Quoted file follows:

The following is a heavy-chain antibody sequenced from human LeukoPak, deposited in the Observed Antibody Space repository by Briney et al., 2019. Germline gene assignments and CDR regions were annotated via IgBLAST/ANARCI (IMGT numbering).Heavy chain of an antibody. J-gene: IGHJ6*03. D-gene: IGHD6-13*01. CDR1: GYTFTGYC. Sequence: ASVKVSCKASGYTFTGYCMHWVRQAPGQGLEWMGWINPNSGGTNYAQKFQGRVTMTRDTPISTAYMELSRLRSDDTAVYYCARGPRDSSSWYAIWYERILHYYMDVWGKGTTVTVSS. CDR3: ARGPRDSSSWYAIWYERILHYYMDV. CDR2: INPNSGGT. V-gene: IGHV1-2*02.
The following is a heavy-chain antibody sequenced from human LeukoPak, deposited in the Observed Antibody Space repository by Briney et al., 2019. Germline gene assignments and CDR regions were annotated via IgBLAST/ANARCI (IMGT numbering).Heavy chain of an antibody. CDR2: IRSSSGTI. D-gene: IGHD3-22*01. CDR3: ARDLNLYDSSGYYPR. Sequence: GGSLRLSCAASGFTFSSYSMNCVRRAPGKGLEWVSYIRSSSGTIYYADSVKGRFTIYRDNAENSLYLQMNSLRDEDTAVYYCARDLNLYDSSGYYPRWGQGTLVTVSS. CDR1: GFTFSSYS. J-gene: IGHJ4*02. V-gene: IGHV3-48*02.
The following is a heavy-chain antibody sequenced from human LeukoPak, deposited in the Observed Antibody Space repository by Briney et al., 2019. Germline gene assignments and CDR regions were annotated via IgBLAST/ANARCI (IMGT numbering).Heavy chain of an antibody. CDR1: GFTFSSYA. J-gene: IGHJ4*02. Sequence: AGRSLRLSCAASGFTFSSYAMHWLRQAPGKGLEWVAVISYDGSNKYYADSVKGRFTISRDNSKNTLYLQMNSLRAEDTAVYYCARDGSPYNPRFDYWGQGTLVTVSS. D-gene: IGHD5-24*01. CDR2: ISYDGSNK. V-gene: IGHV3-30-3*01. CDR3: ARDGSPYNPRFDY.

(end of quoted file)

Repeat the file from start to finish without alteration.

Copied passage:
The following is a heavy-chain antibody sequenced from human LeukoPak, deposited in the Observed Antibody Space repository by Briney et al., 2019. Germline gene assignments and CDR regions were annotated via IgBLAST/ANARCI (IMGT numbering).Heavy chain of an antibody. J-gene: IGHJ6*03. D-gene: IGHD6-13*01. CDR1: GYTFTGYC. Sequence: ASVKVSCKASGYTFTGYCMHWVRQAPGQGLEWMGWINPNSGGTNYAQKFQGRVTMTRDTPISTAYMELSRLRSDDTAVYYCARGPRDSSSWYAIWYERILHYYMDVWGKGTTVTVSS. CDR3: ARGPRDSSSWYAIWYERILHYYMDV. CDR2: INPNSGGT. V-gene: IGHV1-2*02.
The following is a heavy-chain antibody sequenced from human LeukoPak, deposited in the Observed Antibody Space repository by Briney et al., 2019. Germline gene assignments and CDR regions were annotated via IgBLAST/ANARCI (IMGT numbering).Heavy chain of an antibody. CDR2: IRSSSGTI. D-gene: IGHD3-22*01. CDR3: ARDLNLYDSSGYYPR. Sequence: GGSLRLSCAASGFTFSSYSMNCVRRAPGKGLEWVSYIRSSSGTIYYADSVKGRFTIYRDNAENSLYLQMNSLRDEDTAVYYCARDLNLYDSSGYYPRWGQGTLVTVSS. CDR1: GFTFSSYS. J-gene: IGHJ4*02. V-gene: IGHV3-48*02.
The following is a heavy-chain antibody sequenced from human LeukoPak, deposited in the Observed Antibody Space repository by Briney et al., 2019. Germline gene assignments and CDR regions were annotated via IgBLAST/ANARCI (IMGT numbering).Heavy chain of an antibody. CDR1: GFTFSSYA. J-gene: IGHJ4*02. Sequence: AGRSLRLSCAASGFTFSSYAMHWLRQAPGKGLEWVAVISYDGSNKYYADSVKGRFTISRDNSKNTLYLQMNSLRAEDTAVYYCARDGSPYNPRFDYWGQGTLVTVSS. D-gene: IGHD5-24*01. CDR2: ISYDGSNK. V-gene: IGHV3-30-3*01. CDR3: ARDGSPYNPRFDY.